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The Baying of the Hounds

Headspace: How the state is leading us by the nose

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"She went in to visit him in Belmarsh prison. She was sat in the waiting room when the guards walked a sniffer dog past the line of waiting visitors. The dog barked at her and another woman who were then taken into another room. They were told to wait there for female officers to arrive who could search them." She took a bite of quiche between drags. "Anyway, they were in there waiting for a while before the other woman turned to speak to her. "I'm worried," she said, "I don't have anything on me but I do have my period." "So do I," replied my client's wife. "Isn't it embarrassing?" Interesting huh? Neither of them had drugs on them but both were menstruating and the dog singled them out." "That is interesting. It hadn't occurred to me that the dogs weren't reliable. I've been too wound up about their use in the first place. I mean, since when do the police have a mandate to sniff around in the hope of finding something chargeable? And what about privacy? What's more personal than the way I smell?"

"Have you read Ana Funder's Stasiland?" she asked.

"No. What is it?"

"It's a book about the Stasi."

"Which is what?"

"The Stasi was the secret police in East Germany. Its objective was total control of the population and its means was to know everything about everyone. They turned the German Democratic Republic – I think that's what it was called – into a police state. Everyone living there was terrified of being spied on, informed upon or arrested. The police had a file on everyone." Tracy took another drag on her cigarette and exhaled pensively. "It was weird the information they collected. They used it to intimidate people. They scared the crap out of one girl by telling her that they knew her little sister wanted to study music at college. I think they implied they could put a stop to it or something. Anyway, I can't remember what there is on sniffing in her book, but there is something."

I purchased a copy the next day. In the first chapter, Ana Funder visits the Stasi museum, located in the former headquarters of the Stasi in Leipzig.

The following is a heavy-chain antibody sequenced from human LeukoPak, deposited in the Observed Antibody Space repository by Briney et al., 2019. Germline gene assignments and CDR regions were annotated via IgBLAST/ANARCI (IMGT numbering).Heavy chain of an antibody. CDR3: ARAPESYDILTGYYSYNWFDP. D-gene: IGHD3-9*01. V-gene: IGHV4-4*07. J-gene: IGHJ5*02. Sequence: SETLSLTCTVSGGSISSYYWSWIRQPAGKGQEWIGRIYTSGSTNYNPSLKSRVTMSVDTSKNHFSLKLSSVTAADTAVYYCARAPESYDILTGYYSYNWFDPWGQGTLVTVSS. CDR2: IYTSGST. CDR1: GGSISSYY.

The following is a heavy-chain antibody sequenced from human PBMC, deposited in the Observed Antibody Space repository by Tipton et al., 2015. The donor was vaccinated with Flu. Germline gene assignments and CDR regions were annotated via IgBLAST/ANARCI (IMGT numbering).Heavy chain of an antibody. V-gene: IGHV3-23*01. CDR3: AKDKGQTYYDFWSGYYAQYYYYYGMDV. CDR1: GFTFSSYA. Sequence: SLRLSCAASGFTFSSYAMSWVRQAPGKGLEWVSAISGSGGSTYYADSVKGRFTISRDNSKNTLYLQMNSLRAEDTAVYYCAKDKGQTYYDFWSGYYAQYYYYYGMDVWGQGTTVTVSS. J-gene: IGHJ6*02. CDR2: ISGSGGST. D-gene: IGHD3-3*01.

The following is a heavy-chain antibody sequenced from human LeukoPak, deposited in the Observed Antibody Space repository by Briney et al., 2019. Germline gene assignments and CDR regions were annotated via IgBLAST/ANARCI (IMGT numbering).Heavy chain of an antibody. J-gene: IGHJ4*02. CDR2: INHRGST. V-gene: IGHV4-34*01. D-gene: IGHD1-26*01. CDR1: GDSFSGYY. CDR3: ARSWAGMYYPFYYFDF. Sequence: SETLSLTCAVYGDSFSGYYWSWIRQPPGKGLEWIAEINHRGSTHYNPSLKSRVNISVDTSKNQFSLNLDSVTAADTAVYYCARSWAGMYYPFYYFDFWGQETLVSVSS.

The Stasi had developed a quasi-scientific method, 'smell sampling', as a way to find criminals. The theory was that we all have our own identifying odour, which we leave on everything we touch. These smells can be captured and, with the help of trained sniffer dogs, compared to find a match. . .

Mostly, smell samples were collected surreptitiously. The Stasi might sneak into someone's apartment and take a piece of clothing worn close to the skin, often underwear. Alternatively a 'suspect' would be brought in under some pretext for questioning, and the vinyl seat he or she had sat on would be wiped afterward with a cloth. The pieces of stolen clothing, or cloth, would then be placed in a sealed jar. The containers looked like jam bottling jars. A label read: "Name: Herr [Name]. Time: 1 hour. Object: Worker's Underpants."

Leipzig Stasi had collected smell samples of the entire political opposition in this part of Saxony. No-one knows who has these scraps of material and old socks now, nor what they might be keeping them for.

If nothing else, this was material for a viable conspiracy theory on the common problem of disappearing socks. I wondered if the UK authorities had been aware of the Stasi work and whether the increasing number of dogs on our streets was somehow related. I also wondered who had the missing Stasi samples.

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